Dear Timothy Family,
We miss you! Things are going well here in PNG. It has been a little frustrating not having power but we received a note from the png power company saying “stand by, we’re still looking for a replacement transformer!” So we stand by. We run a little generator at
night for a couple hours of light but it has not been working consistently and it’s not enough to power the fridge. I think it’s Gods not so subtle way of reminding us that we are in wartime and our little inconveniences are nothing in the big picture.
We spent a couple of days at a new Bible School where Ron taught a class on the work of a pastor. The 13 guys were so attentive and enthusiastic. While Ron taught, I visited the new primary school nearby. Bush kids can’t wait to go to school and this school ended up with way more kids than anticipated: 80 four year olds with 1 teacher and 1 helper, 80 five year olds with the same, 80 six year olds and so on. I’ll try to send pictures in a separate email—having problems with attachments! The young kids have no desks and no books but they are a happy, excited group and the teachers are precious! We spent the night in the area and 3 young teachers came to visit, bringing gifts of woven net bags (bilums). They were so excited because they said they’d never visited with white people before. It’s so different from our first time in png in the 7o’s! There were 100 missionary units or families here with LCMS. Now, we are the only white people around except for one other woman who is retiring and now keeping a very low profile! So many stories but I’ll stick with two.
Because we can’t buy meat due to lack of refrigeration, we drove to a small town which boasts of 2 restaurants ( of png standards!) I ordered a hamburger and a coke. Ten minutes later, the waitress came back and explained very apologetically that the person who held the key to the freezer was off that day, so there was no meat, and they were out of Cokes. Argh!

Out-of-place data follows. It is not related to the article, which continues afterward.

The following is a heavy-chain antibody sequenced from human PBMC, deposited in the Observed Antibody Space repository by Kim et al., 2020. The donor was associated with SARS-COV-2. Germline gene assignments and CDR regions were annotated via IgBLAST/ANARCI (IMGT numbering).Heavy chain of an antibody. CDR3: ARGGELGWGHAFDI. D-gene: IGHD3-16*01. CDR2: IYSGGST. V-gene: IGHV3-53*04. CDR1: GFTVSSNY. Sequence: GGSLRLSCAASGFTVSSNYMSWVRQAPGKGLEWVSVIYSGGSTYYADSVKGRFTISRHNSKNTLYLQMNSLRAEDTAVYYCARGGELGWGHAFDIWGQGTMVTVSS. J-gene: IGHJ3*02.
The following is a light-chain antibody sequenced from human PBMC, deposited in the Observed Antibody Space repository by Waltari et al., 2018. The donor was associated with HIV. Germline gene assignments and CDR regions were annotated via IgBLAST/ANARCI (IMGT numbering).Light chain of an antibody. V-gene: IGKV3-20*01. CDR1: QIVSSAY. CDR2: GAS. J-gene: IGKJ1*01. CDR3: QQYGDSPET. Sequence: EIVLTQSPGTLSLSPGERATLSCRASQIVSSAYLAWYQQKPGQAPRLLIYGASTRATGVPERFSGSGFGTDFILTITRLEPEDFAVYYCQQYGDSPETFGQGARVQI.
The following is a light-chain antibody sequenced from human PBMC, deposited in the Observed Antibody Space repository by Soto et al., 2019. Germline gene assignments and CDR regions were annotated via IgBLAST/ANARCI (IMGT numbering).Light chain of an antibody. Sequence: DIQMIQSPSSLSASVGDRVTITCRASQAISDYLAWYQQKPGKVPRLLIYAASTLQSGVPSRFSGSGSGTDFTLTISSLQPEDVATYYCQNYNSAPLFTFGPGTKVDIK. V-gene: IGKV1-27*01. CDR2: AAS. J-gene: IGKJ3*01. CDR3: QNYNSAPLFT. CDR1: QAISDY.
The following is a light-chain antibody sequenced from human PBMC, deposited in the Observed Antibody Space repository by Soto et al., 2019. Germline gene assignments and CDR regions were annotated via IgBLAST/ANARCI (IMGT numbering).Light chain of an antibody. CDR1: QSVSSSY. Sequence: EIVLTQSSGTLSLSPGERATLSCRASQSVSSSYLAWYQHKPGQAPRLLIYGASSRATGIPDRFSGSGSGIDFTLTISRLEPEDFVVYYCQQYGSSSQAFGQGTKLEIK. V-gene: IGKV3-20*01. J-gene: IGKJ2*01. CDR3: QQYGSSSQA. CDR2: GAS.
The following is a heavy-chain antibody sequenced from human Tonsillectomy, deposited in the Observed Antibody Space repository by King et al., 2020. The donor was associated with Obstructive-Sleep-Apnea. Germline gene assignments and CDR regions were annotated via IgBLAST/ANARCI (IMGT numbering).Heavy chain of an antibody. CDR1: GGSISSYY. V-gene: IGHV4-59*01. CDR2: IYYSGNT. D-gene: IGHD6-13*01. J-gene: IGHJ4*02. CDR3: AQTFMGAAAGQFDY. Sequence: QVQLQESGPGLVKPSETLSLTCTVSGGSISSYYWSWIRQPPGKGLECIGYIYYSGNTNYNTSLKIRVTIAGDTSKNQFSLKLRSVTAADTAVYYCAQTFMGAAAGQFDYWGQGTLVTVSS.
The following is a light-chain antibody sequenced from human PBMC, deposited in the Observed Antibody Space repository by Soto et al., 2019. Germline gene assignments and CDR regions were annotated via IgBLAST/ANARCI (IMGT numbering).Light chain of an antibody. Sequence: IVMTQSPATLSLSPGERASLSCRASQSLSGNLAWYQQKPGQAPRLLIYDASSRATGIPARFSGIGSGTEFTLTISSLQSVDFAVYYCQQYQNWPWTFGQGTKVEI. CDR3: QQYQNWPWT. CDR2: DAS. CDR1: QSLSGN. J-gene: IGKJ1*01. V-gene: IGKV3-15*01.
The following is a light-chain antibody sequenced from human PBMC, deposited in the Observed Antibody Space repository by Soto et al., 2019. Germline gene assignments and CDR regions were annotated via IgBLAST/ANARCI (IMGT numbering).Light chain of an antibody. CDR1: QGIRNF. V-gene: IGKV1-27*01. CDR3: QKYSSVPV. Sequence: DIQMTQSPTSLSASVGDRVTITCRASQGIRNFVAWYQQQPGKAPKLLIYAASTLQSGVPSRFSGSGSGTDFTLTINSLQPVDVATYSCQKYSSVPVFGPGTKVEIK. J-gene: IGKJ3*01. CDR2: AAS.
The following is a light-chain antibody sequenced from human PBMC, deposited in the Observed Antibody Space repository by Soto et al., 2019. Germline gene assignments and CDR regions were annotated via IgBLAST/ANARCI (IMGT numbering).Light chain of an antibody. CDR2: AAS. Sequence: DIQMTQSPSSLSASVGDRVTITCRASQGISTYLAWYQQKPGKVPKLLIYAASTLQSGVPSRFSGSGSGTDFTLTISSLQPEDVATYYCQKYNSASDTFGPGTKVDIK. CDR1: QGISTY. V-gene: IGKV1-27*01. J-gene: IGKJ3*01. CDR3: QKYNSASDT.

On a more inspirational note, we were invited to attend a ceremony marking the reconciliation between warring tribes who have been fighting for 30 years! Both sides marched in from opposite side of the meeting place and sat opposite each other. I was told that many weapons were hidden just in case things didn’t go well. What brought things to head was the ambush and murder of 8 members of one tribe by a guy with an automatic weapon and the payback killing of a member of the other tribe who was hung by the river and burned alive. It’s tragic to think that there are among these people whom we love some who are filled with evil. Satan is at work in many hearts. Back to the meeting…there were over 1,000 people in attendance. At the beginning, the chairperson said that we have two distinguished, honored guests, who were representing all of the missionaries who had come before them with the Gospel of Jesus, and that it was only because of that that a reconciliation could happen. I’ve never felt such a burden or been so humbled. As usual, we were the only two white skins present and we had no idea that we’d be singled out. We came with a friend, a businessman who brokered the deal. (Jacob Luke has been at Timothy several times over the years. ) The signing of the memorandum of understanding with all its accompanying speeches took about 5 hours. We just pray that it’s permanent!
We thank you for your prayers and support. We took $1500 from the PNG account at Timothy this trip, so we thank you for: mattresses and blankets for seminary students who came from the bush, exercise books for the students, small solar lights for each student so they can study at night, diesel repair costs for evening lights, paint, and tuition aid. We still have 1200 kina (about $300) to disburse.
So thank you!! Please keep us in your prayers as we do you! We hope to see you shortly after Easter!
Pastor and Mary Anne